Reviewed by F. Scott

No mention at all of Ella, or Billie, or Sarah, or Dinah, or Dean, or Bobby, or even Anita O’Day! And only a passing reference to Louis. What? Whose American songbook is this? Check the title, my friend, Michael Feinstein’s American Songbook (DVD) is just that, Michael’s (MF), and he will do most of the singing and playing, thank you.

The three episodes on this DVD have appeared on PBS and make up the first half of the presentation. My copy also includes a two-hour bonus disk containing the full archival performances from the 1940s and 1950s (we see snippets of them in the episodes) for about 80 minutes and then MF’s own stage performances for the rest.

The star of this DVD on stage and off, MF is absolutely obsessed with this music—what are called standards. These are songs written between about 1920 and 1960 (give or take) by the likes of Irving Berlin (perhaps the most prominent thread throughout all three episodes), George and Ira Gershwin, Cole Porter, Harold Arlen, Rodgers & Hart, Johnny Mercer…you get the idea. Most of the songs first appeared in Broadway shows or Hollywood movies, but they were made famous, and made into standards, by the singers and bands that performed, recorded, and interpreted them.

Fred Astaire, one of the foremost of these interpreters, receives scant notice on the DVD but is featured on the Web site: www.michaelfeinsteinsamericansongbook.org.

In Episode 1, “Putting on the Tail Fins,” we learn that MF started collecting everything about standards at the age of five, the same age he took naturally to the piano. Great piano players often start this way, and there is no doubt that MF is an amazing piano player. His mastery makes the DVD worth watching. (More about his singing later.)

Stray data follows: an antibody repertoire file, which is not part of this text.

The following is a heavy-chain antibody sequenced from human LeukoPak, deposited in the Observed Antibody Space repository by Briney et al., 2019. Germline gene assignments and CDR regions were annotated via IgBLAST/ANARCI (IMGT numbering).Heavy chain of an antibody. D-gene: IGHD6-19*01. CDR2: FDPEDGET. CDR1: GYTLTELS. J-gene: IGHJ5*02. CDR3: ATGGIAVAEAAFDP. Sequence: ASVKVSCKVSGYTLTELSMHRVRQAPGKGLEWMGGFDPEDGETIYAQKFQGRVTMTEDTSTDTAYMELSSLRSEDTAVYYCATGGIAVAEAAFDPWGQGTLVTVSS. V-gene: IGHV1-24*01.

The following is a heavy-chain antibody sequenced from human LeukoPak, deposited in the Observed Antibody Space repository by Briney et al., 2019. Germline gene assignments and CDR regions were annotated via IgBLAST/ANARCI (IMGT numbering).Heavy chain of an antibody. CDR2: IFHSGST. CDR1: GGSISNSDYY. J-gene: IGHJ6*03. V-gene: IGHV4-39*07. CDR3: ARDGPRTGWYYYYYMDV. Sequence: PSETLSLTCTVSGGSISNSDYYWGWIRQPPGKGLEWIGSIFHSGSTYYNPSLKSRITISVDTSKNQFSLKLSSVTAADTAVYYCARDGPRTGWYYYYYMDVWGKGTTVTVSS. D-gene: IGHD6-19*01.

Throughout the episodes we see MF visiting other collectors (or flea markets) searching for sheet music, arrangements, orchestrations, transcriptions, old vinyl records, old aluminum records of radio shows (yes, aluminum), undiscovered reel-to-reel tapes, and video tapes. He takes/buys/borrows what he can and then repairs to his underground lair of a studio to transfer and thus save hours and hours and hours of the music of the American songbook.

MF gives more than 150 concerts a year throughout the U.S., more, he says, to preserve and promote the music than because he likes being on stage, where he is actually most at home. We see MF now in his Manhattan townhouse, now in the car, now getting into the private jet (we don’t know if he owns or rents it), back in the car, then on stage for rehearsal in your town, on stage for the show, back in the car, on the plane, now at his small mansion in L.A., and back into his studio to preserve more . . . music.

He only comes out for meals, which must be why we meet his partner, Terrence Flannery, who serves as MF’s all-around manager, concierge, planner, decorator, host, and mediator between MF and his parents. MF looks least at home at the dinner table with his parents, who played the standards all the time at his childhood home in Columbus, Ohio.